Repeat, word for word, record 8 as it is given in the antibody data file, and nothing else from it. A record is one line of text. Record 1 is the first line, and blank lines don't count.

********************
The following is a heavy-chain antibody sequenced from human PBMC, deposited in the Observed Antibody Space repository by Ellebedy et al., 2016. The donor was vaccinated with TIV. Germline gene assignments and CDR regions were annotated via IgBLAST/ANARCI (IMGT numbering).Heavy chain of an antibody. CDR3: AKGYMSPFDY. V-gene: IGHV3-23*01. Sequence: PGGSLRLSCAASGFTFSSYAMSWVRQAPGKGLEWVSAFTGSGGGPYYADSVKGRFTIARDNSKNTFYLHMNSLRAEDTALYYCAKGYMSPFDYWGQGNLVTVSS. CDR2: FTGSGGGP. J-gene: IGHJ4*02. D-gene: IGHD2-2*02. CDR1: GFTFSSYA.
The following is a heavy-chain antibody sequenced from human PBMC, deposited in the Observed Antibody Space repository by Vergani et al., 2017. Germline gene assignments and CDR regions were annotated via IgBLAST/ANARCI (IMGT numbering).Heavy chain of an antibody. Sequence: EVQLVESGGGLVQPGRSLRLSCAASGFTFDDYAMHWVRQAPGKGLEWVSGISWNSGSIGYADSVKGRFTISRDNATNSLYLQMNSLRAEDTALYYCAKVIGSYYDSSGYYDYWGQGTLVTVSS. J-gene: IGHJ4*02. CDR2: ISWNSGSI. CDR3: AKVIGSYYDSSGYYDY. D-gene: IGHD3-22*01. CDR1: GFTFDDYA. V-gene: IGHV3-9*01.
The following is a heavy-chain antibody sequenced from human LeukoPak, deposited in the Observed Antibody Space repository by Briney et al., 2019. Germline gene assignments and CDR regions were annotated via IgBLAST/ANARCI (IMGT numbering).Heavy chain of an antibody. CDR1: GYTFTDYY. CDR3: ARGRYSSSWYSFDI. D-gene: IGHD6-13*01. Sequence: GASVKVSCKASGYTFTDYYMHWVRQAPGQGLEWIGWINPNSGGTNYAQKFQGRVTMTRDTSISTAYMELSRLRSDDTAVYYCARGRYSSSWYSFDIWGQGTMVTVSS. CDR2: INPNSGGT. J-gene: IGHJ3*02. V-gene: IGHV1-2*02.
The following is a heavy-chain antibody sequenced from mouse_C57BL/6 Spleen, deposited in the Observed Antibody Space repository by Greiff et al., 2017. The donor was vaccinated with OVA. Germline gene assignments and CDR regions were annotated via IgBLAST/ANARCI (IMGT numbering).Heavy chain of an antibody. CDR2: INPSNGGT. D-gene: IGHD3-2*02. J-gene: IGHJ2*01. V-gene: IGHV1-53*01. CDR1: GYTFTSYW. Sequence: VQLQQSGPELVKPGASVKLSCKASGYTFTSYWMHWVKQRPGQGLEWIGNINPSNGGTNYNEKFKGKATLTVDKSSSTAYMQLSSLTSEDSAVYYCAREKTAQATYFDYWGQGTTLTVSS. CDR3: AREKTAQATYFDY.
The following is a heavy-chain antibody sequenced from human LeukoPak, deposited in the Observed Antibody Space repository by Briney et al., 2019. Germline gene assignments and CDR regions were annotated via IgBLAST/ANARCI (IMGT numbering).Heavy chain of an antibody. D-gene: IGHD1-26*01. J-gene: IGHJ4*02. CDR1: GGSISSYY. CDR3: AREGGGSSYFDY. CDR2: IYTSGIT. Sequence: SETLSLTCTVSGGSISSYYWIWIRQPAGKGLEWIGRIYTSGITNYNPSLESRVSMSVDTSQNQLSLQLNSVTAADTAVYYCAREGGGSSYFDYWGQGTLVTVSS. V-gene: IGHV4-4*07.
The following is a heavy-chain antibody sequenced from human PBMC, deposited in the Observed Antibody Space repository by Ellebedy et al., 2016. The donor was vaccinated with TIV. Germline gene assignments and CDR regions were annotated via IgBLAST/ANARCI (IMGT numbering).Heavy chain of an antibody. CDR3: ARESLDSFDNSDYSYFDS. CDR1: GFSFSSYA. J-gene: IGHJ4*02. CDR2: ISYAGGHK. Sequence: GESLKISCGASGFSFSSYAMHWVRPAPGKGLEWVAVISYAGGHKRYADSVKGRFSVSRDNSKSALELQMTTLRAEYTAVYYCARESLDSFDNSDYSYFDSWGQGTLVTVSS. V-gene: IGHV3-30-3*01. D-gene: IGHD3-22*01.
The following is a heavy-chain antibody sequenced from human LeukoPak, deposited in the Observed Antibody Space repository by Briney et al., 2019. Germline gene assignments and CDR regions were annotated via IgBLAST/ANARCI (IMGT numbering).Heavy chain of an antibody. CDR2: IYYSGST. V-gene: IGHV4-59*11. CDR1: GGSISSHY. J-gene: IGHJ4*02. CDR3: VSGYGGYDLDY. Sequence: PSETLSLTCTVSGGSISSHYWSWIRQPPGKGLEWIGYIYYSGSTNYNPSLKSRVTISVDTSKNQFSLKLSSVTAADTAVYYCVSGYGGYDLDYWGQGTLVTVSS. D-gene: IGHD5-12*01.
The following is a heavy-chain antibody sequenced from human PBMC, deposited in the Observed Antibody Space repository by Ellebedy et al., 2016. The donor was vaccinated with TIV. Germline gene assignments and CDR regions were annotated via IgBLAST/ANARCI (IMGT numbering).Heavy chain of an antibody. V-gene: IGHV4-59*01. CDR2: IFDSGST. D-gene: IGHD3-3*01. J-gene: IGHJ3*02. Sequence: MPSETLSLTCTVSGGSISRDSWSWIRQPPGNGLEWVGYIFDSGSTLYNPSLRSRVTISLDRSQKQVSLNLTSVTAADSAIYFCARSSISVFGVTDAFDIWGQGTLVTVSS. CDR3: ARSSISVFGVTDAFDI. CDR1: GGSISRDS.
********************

The following is a heavy-chain antibody sequenced from human PBMC, deposited in the Observed Antibody Space repository by Ellebedy et al., 2016. The donor was vaccinated with TIV. Germline gene assignments and CDR regions were annotated via IgBLAST/ANARCI (IMGT numbering).Heavy chain of an antibody. V-gene: IGHV4-59*01. CDR2: IFDSGST. D-gene: IGHD3-3*01. J-gene: IGHJ3*02. Sequence: MPSETLSLTCTVSGGSISRDSWSWIRQPPGNGLEWVGYIFDSGSTLYNPSLRSRVTISLDRSQKQVSLNLTSVTAADSAIYFCARSSISVFGVTDAFDIWGQGTLVTVSS. CDR3: ARSSISVFGVTDAFDI. CDR1: GGSISRDS.